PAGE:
Meet The Campaigners: ESEA Music

Meet The Campaigners is a series where campaigners in the music industry tell us about their organisations, what changes they are trying to make and what they are currently working on.

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Meet The Campaigners is a series where campaigners in the music industry tell us about their organisations, what changes they are trying to make and what they are currently working on. Here, Lisa Young In, ESEA Music Core Team Member,  member of the UK Music Diversity Taskforce, and Head of Digital at TaP Music talks about the work the community has been doing. 

ESEA Music is a community for East Asian and South East Asian music artists and music industry professionals based in the UK.

The collective was founded in 2021 by artist managers Tiger Hagino Reid and Hiroki Shirasuka in the wake of – and as a direct response to – the ‘Black Lives Matter’ and ‘Stop Asian Hate’ movements, which eventually also led to the discovery of a stark underrepresentation of the ESEA community in the music industry and the arts in general. 

ESEA Music member Dorothy Hui from Sony Music UK in conversation with Grace Lee from Asian American Collective. Photo by Koto Shimada.

A full list of countries that make up East and South East Asia can be found here

Fast forward to 2023, ESEA Music now has over 300 members, including artists of diverse genres such as Rina Sawayama, Congee, Yunè Pinku, Lucy Tun, Lucinda Chua, Andrew Hung (ex-Fuck Buttons), Emmy The Great, Flora Yin Wong, LVRA, Eva Liu (Mui Zyu / Dama Scout), Matt Tong (Algiers / ex-Bloc Party), Miso Extra, Sarah Bonito (Kero Kero Bonito), and Taigen Kawabe (Bo Ningen).

The skillsets of ESEA music industry professionals span marketing, PR, artist management, legal, publishing, DSP partnerships, graphic design, social/digital, and A&R at companies including Spotify, Sony, Apple Music, Universal, Warner Music, TikTok, BBC, PIAS, Beggars Group, 4AD, AEG, AWAL, Bella Union, BMG, CAA, Nettwerk Music Group, Ninja Tune, PC Music, TaP Music, Eastern Margins, RCA, Rough Trade,, Warp Records, and many more.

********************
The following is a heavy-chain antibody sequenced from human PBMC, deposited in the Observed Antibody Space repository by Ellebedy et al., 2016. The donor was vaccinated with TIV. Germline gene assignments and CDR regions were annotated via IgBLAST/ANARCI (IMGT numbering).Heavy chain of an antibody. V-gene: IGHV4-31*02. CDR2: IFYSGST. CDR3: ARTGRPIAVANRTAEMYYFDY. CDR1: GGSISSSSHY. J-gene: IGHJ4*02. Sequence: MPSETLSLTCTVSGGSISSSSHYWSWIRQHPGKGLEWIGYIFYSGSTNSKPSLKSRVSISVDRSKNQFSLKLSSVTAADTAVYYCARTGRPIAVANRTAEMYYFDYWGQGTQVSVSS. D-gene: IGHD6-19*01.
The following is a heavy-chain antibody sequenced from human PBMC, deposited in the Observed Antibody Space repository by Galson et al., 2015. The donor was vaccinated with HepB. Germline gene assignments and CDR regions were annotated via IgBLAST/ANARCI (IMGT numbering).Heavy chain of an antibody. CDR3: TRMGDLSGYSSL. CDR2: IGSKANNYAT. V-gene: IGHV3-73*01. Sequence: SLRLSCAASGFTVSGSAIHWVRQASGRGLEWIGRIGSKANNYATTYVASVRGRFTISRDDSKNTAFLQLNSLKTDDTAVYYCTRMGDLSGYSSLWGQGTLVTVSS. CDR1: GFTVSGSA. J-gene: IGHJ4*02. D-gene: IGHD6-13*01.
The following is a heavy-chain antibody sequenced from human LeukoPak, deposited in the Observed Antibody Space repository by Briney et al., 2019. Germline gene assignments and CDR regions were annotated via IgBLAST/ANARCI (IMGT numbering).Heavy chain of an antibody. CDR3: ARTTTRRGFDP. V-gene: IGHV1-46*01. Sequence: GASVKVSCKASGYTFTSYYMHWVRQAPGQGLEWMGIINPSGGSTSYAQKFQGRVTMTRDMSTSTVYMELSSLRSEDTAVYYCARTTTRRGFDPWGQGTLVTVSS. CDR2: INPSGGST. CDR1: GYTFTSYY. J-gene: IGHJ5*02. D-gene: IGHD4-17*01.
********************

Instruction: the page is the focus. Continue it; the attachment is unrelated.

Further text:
Various sub-groups are focusing on raising the profile of the community and creating better representation, i.e. by organising events, identifying funding and partnership opportunities, managing digital channels and marketing, and running a dedicated mentorship programme where senior executives are offering advice to the next generation of ESEA artists and professionals.

The ESEA Music community at the last meet-up at Sony Music UK HQ. Photo by Koto Shimada.

Recent successes include obtaining valuable funding from WeTransfer’s The Supporting Act Fund, setting up a whole series of events during ESEA Heritage Month 2022, hosting two songwriting camps, organising a canal cruise at Amsterdam Dance Event and panels/meet-ups at the Spotify and Sony Music offices, as well as securing a multi-page spread in Basement Approved, a Foundation.FM radio takeover, and features in various podcasts, blogs, and magazines.

Members of ESEA Music are also currently working on a dedicated diversity survey to highlight the individual experiences and challenges within the ESEA community to the wider UK music industry.

Whilst the organisation has already managed to establish a sizable following, there is still a lot of work to be done.

PYRA headlines Spotify x ESEA Music showcase at The Sebright Arms, London. Photo by Milo Van Giap.